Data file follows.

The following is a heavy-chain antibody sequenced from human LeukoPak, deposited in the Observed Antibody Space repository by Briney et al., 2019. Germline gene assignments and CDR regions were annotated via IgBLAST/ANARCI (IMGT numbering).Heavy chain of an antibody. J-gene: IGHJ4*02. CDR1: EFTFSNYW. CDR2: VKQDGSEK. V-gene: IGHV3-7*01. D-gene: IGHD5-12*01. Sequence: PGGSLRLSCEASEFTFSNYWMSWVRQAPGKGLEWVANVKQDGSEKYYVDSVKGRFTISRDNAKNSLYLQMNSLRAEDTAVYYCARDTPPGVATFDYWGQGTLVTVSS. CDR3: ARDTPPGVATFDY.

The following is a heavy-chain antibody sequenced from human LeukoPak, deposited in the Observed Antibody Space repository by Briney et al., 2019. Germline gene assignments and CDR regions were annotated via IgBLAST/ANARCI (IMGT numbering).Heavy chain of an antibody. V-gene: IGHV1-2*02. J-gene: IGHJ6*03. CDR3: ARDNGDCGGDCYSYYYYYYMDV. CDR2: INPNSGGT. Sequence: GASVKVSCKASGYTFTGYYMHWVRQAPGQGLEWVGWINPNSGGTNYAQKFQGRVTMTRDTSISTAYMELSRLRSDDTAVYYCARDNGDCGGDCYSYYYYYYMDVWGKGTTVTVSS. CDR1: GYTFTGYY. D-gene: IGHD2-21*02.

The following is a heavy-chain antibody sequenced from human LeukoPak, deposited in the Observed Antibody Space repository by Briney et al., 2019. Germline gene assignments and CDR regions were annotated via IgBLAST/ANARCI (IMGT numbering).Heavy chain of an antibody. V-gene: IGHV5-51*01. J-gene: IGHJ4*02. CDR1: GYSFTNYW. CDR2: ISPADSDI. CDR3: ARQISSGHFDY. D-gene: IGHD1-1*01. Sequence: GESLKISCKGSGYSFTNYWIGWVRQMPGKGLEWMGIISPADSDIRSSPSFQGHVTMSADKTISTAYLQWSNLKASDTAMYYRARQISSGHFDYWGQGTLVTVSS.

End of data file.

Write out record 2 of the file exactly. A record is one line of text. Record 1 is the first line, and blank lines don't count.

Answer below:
The following is a heavy-chain antibody sequenced from human LeukoPak, deposited in the Observed Antibody Space repository by Briney et al., 2019. Germline gene assignments and CDR regions were annotated via IgBLAST/ANARCI (IMGT numbering).Heavy chain of an antibody. V-gene: IGHV1-2*02. J-gene: IGHJ6*03. CDR3: ARDNGDCGGDCYSYYYYYYMDV. CDR2: INPNSGGT. Sequence: GASVKVSCKASGYTFTGYYMHWVRQAPGQGLEWVGWINPNSGGTNYAQKFQGRVTMTRDTSISTAYMELSRLRSDDTAVYYCARDNGDCGGDCYSYYYYYYMDVWGKGTTVTVSS. CDR1: GYTFTGYY. D-gene: IGHD2-21*02.